## Basic Wood Design Question for Joists

## Basic Wood Design Question for Joists

(OP)

Colleagues,

I am a bridge designer so I deal with steel and concrete and big time loads so I just don't have a feel for typical residential wood design. I offered to help a buddy design or scope out what it would take to build a shed on his property. He has some grand ideas and I'm trying to help him keep his perspective.

If someone could help me understand why I am seeing a much larger member size for joists in this problem, I'd appreciate the insight.

The building will be 24 x 16 in plan with the width as you face the shed being the smaller dimension, 16 feet. He wants to build a second floor for storing material and some tools (ladders and such) and he would like the second floor to cover the back half of the shed, 12 feet deep and 16 feet wide. He hopes to avoid any columns.

I estimated the plywood floor to require 5/8" plywood if we used joists on 16" centers. When computing the joist size I believed that if we used a strong edge beam, we might be able to span the 12 foot direction with the 2x joists. I thought a 12 feet span at 16" centers would be achieved with a 2x8 easily but maybe we could get away with just 2x6 even at 100psf live load. Well I did the calcs and I was nowhere near a 2x6 so I thought what did I screw up. I went to look it up in a table online for reference and the table indicated a 2x10 would be needed for 40 psf live load and I had hoped to accommodate 100 psf.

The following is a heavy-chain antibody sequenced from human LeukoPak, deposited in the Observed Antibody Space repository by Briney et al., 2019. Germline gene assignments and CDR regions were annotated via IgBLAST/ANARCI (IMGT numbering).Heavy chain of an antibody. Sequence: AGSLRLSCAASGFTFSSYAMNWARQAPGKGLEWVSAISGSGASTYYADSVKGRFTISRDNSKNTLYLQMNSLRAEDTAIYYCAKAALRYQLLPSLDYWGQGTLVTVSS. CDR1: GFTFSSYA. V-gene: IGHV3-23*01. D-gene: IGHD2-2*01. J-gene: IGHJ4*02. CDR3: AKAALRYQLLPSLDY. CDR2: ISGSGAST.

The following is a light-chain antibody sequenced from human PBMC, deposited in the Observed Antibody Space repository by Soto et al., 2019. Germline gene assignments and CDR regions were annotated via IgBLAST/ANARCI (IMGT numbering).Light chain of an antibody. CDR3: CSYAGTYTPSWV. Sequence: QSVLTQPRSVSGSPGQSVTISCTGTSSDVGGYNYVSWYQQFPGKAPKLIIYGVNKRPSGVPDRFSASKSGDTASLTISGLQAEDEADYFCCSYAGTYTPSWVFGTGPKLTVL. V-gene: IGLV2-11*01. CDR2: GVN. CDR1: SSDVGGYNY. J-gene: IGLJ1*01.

If my description is clear, I would appreciate any insight as to how a 2x10 is required for 16" centers and a 12 feet span for a joist. Thanks in advance for your help.

I am a bridge designer so I deal with steel and concrete and big time loads so I just don't have a feel for typical residential wood design. I offered to help a buddy design or scope out what it would take to build a shed on his property. He has some grand ideas and I'm trying to help him keep his perspective.

If someone could help me understand why I am seeing a much larger member size for joists in this problem, I'd appreciate the insight.

The building will be 24 x 16 in plan with the width as you face the shed being the smaller dimension, 16 feet. He wants to build a second floor for storing material and some tools (ladders and such) and he would like the second floor to cover the back half of the shed, 12 feet deep and 16 feet wide. He hopes to avoid any columns.

I estimated the plywood floor to require 5/8" plywood if we used joists on 16" centers. When computing the joist size I believed that if we used a strong edge beam, we might be able to span the 12 foot direction with the 2x joists. I thought a 12 feet span at 16" centers would be achieved with a 2x8 easily but maybe we could get away with just 2x6 even at 100psf live load. Well I did the calcs and I was nowhere near a 2x6 so I thought what did I screw up. I went to look it up in a table online for reference and the table indicated a 2x10 would be needed for 40 psf live load and I had hoped to accommodate 100 psf.